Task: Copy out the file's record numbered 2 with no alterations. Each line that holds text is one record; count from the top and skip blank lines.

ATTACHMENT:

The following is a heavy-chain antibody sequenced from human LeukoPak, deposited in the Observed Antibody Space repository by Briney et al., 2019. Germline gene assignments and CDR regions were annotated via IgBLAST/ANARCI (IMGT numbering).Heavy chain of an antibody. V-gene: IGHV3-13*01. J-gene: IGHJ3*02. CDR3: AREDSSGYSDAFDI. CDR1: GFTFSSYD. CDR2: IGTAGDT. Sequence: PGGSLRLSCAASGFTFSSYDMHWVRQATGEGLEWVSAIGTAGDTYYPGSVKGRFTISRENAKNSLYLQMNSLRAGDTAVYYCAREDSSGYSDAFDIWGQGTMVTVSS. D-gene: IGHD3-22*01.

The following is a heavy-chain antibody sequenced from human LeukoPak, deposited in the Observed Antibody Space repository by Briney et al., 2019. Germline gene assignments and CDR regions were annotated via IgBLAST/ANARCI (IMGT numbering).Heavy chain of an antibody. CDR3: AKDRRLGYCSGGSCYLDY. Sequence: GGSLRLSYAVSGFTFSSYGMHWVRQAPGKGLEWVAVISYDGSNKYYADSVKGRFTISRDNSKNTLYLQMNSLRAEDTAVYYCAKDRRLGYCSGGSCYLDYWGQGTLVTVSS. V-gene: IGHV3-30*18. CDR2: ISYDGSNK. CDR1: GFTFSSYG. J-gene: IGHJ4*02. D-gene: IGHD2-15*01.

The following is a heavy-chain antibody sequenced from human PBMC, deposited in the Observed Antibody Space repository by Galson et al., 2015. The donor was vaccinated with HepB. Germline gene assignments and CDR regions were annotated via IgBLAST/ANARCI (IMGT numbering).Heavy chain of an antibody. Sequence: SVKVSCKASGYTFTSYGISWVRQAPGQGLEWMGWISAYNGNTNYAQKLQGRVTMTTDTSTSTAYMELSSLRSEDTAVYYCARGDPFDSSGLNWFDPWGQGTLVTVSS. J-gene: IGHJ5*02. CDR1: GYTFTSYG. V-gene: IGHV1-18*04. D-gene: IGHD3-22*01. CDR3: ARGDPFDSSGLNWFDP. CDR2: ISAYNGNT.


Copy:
The following is a heavy-chain antibody sequenced from human LeukoPak, deposited in the Observed Antibody Space repository by Briney et al., 2019. Germline gene assignments and CDR regions were annotated via IgBLAST/ANARCI (IMGT numbering).Heavy chain of an antibody. CDR3: AKDRRLGYCSGGSCYLDY. Sequence: GGSLRLSYAVSGFTFSSYGMHWVRQAPGKGLEWVAVISYDGSNKYYADSVKGRFTISRDNSKNTLYLQMNSLRAEDTAVYYCAKDRRLGYCSGGSCYLDYWGQGTLVTVSS. V-gene: IGHV3-30*18. CDR2: ISYDGSNK. CDR1: GFTFSSYG. J-gene: IGHJ4*02. D-gene: IGHD2-15*01.